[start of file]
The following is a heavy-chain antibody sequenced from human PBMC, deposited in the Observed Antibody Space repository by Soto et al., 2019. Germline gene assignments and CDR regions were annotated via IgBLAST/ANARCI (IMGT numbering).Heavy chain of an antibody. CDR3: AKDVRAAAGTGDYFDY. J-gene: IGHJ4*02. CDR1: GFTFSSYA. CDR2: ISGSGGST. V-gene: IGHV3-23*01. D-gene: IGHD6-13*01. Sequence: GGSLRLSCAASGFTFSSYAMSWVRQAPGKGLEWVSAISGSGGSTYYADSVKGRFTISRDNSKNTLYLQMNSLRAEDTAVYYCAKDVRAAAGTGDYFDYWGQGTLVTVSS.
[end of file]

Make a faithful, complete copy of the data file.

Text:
The following is a heavy-chain antibody sequenced from human PBMC, deposited in the Observed Antibody Space repository by Soto et al., 2019. Germline gene assignments and CDR regions were annotated via IgBLAST/ANARCI (IMGT numbering).Heavy chain of an antibody. CDR3: AKDVRAAAGTGDYFDY. J-gene: IGHJ4*02. CDR1: GFTFSSYA. CDR2: ISGSGGST. V-gene: IGHV3-23*01. D-gene: IGHD6-13*01. Sequence: GGSLRLSCAASGFTFSSYAMSWVRQAPGKGLEWVSAISGSGGSTYYADSVKGRFTISRDNSKNTLYLQMNSLRAEDTAVYYCAKDVRAAAGTGDYFDYWGQGTLVTVSS.